A team of American students has developed a titanium dioxide coating for roof tiles which has been proved to eliminate the nitrogen oxides that cause smog.
Vehicle traffic is one of the chief causes of air pollution and Spanish researchers have come up with an infrared detection system which identifies excess pollutants on motorways in real time and can help the authorities to take the necessary ad hoc action. However, roads are not the only places where major sources of air pollution can be reduced. A team of students from the Bourns College of Engineering at the University of California (UC), Riverside has now developed a type of coating for roof tiles which breaks down the nitrogen oxides that are the basis of smog.
Treated tiles helping to combat pollution
Nitrogen oxides are formed when certain fuels are burned at high temperatures. These oxides then react with volatile organic compounds in the presence of sunlight to create smog. The solution developed by the students is a titanium dioxide coating for roof tiles on residential buildings, which acts as a catalyst to help break down nitrogen oxides before they collect in quantity in the air. To test their approach, the students coated normal clay tiles with various thicknesses of the titanium dioxide mixture and placed them in a mini atmosphere chamber they had built for their experiments. The chamber was connected to a source of nitrogen oxides and a device that reads concentrations of nitrogen oxides. They used ultraviolet light to simulate sunlight, which activates the titanium dioxide and allows it to break down the nitrogen oxides. The team found the titanium dioxide coated tiles removed between 88% and 97% of the nitrogen oxides. They also discovered that there was not much variance in nitrogen oxide removal when different amounts of the coating were applied. They concluded that the surface area covered, not the thickness of the coating, is the most important factor.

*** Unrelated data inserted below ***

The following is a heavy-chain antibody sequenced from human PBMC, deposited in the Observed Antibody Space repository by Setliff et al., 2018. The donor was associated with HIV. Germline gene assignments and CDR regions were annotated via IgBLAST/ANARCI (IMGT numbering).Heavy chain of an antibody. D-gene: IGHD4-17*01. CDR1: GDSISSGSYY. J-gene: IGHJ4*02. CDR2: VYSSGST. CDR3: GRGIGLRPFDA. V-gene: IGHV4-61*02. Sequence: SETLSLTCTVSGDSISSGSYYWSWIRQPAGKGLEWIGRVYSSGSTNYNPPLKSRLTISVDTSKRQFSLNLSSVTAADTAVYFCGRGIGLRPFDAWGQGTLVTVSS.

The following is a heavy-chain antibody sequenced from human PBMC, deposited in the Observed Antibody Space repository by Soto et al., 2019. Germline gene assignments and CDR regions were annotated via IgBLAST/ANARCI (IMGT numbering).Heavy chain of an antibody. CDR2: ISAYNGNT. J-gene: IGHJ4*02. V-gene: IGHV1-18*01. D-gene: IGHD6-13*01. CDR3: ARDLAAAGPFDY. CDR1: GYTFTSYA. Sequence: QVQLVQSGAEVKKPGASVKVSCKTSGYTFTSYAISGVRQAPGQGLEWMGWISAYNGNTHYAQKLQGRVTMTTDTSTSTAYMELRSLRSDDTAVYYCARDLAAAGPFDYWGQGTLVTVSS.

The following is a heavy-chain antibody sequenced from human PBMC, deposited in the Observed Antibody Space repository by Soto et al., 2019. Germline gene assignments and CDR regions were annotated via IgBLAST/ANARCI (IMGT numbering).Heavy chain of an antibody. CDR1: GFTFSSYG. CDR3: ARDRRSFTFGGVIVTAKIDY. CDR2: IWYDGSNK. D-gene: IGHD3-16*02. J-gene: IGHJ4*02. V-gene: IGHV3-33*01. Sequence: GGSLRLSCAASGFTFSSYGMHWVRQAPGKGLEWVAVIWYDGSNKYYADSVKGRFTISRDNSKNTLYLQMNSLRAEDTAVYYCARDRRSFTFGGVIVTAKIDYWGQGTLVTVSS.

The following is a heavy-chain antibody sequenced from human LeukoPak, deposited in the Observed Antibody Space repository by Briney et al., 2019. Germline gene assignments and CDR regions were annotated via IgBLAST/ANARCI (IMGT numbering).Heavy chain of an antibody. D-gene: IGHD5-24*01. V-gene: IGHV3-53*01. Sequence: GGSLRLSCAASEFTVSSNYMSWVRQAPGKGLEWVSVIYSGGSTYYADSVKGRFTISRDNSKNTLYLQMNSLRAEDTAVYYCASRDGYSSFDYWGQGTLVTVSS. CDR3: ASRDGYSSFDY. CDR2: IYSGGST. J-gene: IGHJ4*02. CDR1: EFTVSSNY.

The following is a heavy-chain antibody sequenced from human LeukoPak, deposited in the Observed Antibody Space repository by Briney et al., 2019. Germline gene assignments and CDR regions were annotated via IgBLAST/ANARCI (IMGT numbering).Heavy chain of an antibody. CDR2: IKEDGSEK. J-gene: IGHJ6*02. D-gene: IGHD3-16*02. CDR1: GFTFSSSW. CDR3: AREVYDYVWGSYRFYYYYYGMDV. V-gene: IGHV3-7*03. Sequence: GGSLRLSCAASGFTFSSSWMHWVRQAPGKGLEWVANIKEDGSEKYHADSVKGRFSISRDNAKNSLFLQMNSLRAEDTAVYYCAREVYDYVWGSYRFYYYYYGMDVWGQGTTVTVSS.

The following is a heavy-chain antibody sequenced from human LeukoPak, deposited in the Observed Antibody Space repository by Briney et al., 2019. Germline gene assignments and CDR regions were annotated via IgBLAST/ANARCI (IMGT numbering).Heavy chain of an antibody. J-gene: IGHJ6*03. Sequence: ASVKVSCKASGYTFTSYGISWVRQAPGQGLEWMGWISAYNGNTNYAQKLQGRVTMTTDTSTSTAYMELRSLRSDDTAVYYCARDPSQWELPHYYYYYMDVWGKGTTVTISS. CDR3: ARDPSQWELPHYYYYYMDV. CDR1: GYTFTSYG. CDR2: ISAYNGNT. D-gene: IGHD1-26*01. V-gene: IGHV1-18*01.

Currently, there are other roofing tiles on the market that help to reduce pollution from nitrogen oxides. However, there little data has as yet been collected to substantiate the manufacturers’ claims that they reduce smog. The team has calculated that 21 tons of nitrogen oxides would be eliminated daily if tiles on one million roofs were coated with their titanium dioxide mixture. They also worked out that it would cost only about $5 for enough titanium dioxide to coat the roof of an average-sized residential building. The UC Riverside team’s research received an honourable mention during phase two of a US Environmental Protection Agency student design competition. The researchers are now thinking about other applications of this approach, such as applying the coating to concrete, walls, or dividers along motorways, and also about the impact of using colours other than the current white.